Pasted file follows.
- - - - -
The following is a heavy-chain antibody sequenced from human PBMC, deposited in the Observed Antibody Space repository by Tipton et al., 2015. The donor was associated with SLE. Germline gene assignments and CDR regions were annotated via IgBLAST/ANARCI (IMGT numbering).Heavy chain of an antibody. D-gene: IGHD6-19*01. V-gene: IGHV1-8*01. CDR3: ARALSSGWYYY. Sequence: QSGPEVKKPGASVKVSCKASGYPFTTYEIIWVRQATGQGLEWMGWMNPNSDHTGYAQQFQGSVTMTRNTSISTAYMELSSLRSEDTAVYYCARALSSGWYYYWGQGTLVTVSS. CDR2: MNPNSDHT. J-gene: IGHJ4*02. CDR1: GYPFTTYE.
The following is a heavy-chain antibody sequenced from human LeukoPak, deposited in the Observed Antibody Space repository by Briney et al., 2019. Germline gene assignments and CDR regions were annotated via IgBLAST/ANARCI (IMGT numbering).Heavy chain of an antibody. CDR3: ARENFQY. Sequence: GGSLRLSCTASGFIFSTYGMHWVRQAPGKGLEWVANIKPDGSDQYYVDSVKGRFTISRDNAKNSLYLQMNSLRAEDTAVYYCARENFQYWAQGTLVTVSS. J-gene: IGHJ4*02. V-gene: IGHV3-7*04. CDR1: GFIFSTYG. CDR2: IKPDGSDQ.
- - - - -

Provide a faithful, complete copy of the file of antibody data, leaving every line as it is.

The following is a heavy-chain antibody sequenced from human PBMC, deposited in the Observed Antibody Space repository by Tipton et al., 2015. The donor was associated with SLE. Germline gene assignments and CDR regions were annotated via IgBLAST/ANARCI (IMGT numbering).Heavy chain of an antibody. D-gene: IGHD6-19*01. V-gene: IGHV1-8*01. CDR3: ARALSSGWYYY. Sequence: QSGPEVKKPGASVKVSCKASGYPFTTYEIIWVRQATGQGLEWMGWMNPNSDHTGYAQQFQGSVTMTRNTSISTAYMELSSLRSEDTAVYYCARALSSGWYYYWGQGTLVTVSS. CDR2: MNPNSDHT. J-gene: IGHJ4*02. CDR1: GYPFTTYE.
The following is a heavy-chain antibody sequenced from human LeukoPak, deposited in the Observed Antibody Space repository by Briney et al., 2019. Germline gene assignments and CDR regions were annotated via IgBLAST/ANARCI (IMGT numbering).Heavy chain of an antibody. CDR3: ARENFQY. Sequence: GGSLRLSCTASGFIFSTYGMHWVRQAPGKGLEWVANIKPDGSDQYYVDSVKGRFTISRDNAKNSLYLQMNSLRAEDTAVYYCARENFQYWAQGTLVTVSS. J-gene: IGHJ4*02. V-gene: IGHV3-7*04. CDR1: GFIFSTYG. CDR2: IKPDGSDQ.